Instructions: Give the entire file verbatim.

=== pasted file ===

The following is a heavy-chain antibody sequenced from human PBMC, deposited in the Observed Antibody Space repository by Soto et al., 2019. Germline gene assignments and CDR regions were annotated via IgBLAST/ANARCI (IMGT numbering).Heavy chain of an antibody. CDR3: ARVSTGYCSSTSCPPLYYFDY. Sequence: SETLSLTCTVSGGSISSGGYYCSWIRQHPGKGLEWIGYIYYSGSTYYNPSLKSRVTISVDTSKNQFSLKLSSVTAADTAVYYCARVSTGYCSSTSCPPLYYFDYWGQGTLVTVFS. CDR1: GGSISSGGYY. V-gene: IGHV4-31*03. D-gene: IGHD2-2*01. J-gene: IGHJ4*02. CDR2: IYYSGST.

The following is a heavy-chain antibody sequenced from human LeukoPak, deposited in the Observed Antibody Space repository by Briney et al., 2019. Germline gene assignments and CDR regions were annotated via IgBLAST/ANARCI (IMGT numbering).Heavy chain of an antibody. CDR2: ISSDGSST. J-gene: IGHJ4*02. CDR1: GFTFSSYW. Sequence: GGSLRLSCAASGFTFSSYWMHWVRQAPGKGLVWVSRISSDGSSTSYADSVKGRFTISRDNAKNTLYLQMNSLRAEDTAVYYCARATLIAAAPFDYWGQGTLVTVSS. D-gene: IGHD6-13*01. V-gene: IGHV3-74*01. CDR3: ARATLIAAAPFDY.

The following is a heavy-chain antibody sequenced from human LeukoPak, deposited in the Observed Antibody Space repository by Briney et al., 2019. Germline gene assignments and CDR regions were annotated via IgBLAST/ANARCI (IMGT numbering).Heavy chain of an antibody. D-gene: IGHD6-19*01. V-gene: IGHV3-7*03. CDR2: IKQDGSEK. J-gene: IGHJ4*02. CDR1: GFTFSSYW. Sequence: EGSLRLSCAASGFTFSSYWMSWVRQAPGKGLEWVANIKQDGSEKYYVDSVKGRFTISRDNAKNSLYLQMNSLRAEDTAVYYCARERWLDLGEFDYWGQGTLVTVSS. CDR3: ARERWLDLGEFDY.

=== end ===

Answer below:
The following is a heavy-chain antibody sequenced from human PBMC, deposited in the Observed Antibody Space repository by Soto et al., 2019. Germline gene assignments and CDR regions were annotated via IgBLAST/ANARCI (IMGT numbering).Heavy chain of an antibody. CDR3: ARVSTGYCSSTSCPPLYYFDY. Sequence: SETLSLTCTVSGGSISSGGYYCSWIRQHPGKGLEWIGYIYYSGSTYYNPSLKSRVTISVDTSKNQFSLKLSSVTAADTAVYYCARVSTGYCSSTSCPPLYYFDYWGQGTLVTVFS. CDR1: GGSISSGGYY. V-gene: IGHV4-31*03. D-gene: IGHD2-2*01. J-gene: IGHJ4*02. CDR2: IYYSGST.

The following is a heavy-chain antibody sequenced from human LeukoPak, deposited in the Observed Antibody Space repository by Briney et al., 2019. Germline gene assignments and CDR regions were annotated via IgBLAST/ANARCI (IMGT numbering).Heavy chain of an antibody. CDR2: ISSDGSST. J-gene: IGHJ4*02. CDR1: GFTFSSYW. Sequence: GGSLRLSCAASGFTFSSYWMHWVRQAPGKGLVWVSRISSDGSSTSYADSVKGRFTISRDNAKNTLYLQMNSLRAEDTAVYYCARATLIAAAPFDYWGQGTLVTVSS. D-gene: IGHD6-13*01. V-gene: IGHV3-74*01. CDR3: ARATLIAAAPFDY.

The following is a heavy-chain antibody sequenced from human LeukoPak, deposited in the Observed Antibody Space repository by Briney et al., 2019. Germline gene assignments and CDR regions were annotated via IgBLAST/ANARCI (IMGT numbering).Heavy chain of an antibody. D-gene: IGHD6-19*01. V-gene: IGHV3-7*03. CDR2: IKQDGSEK. J-gene: IGHJ4*02. CDR1: GFTFSSYW. Sequence: EGSLRLSCAASGFTFSSYWMSWVRQAPGKGLEWVANIKQDGSEKYYVDSVKGRFTISRDNAKNSLYLQMNSLRAEDTAVYYCARERWLDLGEFDYWGQGTLVTVSS. CDR3: ARERWLDLGEFDY.